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FitzGerald’s Winnipeg

Lionel LeMoine FitzGerald. Summer Afternoon, The Prairie, 1921. oil on canvas, 107.2 x 89.5 cm. Collection of the Winnipeg Art Gallery, L-90.

Into the Light’s time at the WAG is nearly at its end, with Labour Day (September 7) being the last opportunity to view it. As you will discover when journeying, Lionel LeMoine FitzGerald’s work is an ode to detail. Out of a leaf, a cloud, or late afternoon light, he constructed rich and sensory images. Whereas the only Western Group of Seven member was known for his vast prairie landscapes that seem wholly untouched by humans, he also painted quiet moments in which nature and urban life intersect.

His depictions of early 20th century Winnipeg shine a bright light on our city’s past. Through his art, FitzGerald captured landmarks in his St. James neighbourhood of Lyle Street, now known as Deer Lodge Place, and in doing so, preserved ordinary buildings from the 1920s and 30s that no longer exist in their original forms.

Today, FitzGerald’s Winnipeg seems laced with nostalgia. When we consider works such as Doc Snyder’s House and Williamson’s Garage, we may ask ourselves: who was Doc Snyder? Who was Mr. Williamson, and who were they to FitzGerald?

The artist’s paintings and sketches provide an entry point for learning about his time through the characters and structures that surrounded him. Our history is not only the great pivotal moments we learn about in school, it is also the lives of our neighbours, our families, and the physical traces we leave behind.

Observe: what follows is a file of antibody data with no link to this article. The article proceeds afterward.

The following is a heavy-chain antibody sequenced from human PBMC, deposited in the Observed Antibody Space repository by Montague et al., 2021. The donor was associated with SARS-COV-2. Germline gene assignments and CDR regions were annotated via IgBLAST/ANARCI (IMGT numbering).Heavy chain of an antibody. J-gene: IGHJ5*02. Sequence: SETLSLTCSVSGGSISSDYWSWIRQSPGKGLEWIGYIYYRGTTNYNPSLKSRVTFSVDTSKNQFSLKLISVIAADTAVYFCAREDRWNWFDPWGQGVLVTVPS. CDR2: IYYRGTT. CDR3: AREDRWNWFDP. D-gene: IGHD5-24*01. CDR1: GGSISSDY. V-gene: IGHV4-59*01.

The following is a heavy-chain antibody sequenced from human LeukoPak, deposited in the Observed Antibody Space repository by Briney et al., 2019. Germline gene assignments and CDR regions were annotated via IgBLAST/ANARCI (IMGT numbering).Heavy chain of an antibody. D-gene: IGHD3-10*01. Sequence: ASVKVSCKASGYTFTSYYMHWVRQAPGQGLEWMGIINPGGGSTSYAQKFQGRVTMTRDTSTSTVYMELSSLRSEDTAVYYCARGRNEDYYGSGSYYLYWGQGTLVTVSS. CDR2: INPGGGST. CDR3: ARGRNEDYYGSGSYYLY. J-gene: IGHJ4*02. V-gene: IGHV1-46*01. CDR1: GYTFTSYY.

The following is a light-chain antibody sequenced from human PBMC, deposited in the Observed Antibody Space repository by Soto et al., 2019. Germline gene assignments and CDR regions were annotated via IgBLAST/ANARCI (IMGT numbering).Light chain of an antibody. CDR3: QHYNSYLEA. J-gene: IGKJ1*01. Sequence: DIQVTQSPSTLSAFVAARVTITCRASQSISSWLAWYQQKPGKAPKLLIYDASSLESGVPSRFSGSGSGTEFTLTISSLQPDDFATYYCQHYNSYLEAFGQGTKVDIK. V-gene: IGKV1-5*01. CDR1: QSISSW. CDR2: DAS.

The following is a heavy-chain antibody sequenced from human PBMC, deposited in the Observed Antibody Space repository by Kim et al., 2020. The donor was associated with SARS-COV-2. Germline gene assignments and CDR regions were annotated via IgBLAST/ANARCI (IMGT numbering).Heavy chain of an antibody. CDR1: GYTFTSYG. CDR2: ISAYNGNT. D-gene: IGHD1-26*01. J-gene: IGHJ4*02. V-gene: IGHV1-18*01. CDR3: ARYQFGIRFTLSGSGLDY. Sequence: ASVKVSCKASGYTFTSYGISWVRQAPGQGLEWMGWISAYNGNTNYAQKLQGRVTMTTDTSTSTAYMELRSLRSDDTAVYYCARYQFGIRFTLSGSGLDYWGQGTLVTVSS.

While discovering the exhibition, you may recognize a street corner or a particular grove of trees and feel compelled to learn about Winnipeg through the lens of FitzGerald’s work. He may not have realized that by honing in on his immediate surroundings, he was presenting future generations with an opportunity to get to know our city’s evolution, and more deeply understand the qualities and challenges it presents today.

In an uncertain time when our view on the world is often limited to the windows of our homes, we can follow FitzGerald’s path and learn to value the overlooked and underappreciated universes in our own backyards.

For Into the Light, the illustrated exhibition catalogue accompanying the exhibition, Geoffrey James spent two days photographing FitzGerald’s home and neighbourhood. The following is an excerpt from his essay:

“FitzGerald, of course, was out of the mainstream simply by virtue of living in Winnipeg […]. He was a somewhat solitary and intensely local artist—the source of many of his most important paintings was his own backyard, or those of his neighbours. […] FitzGerald’s neighbourhood is a twenty-minute bus ride from downtown Winnipeg along Portage, a classically nondescript street whose chief visual interest is in the tidal marks of the city’s successive immigrant waves. In the neighbourhood abutting the small enclave where FitzGerald lived, Portage has a pierogi shop, a tapas bar, and Odin’s Tattoo parlour. […] Wandering in this modest enclave, with its unspectacular architecture, its solid domesticity, I could only marvel at FitzGerald’s clarity of purpose, his dogged ability to make something lasting and memorable out of what for almost everyone else would be the humdrum environment of the everyday.”

̶ Geoffrey James, p. 143, 145


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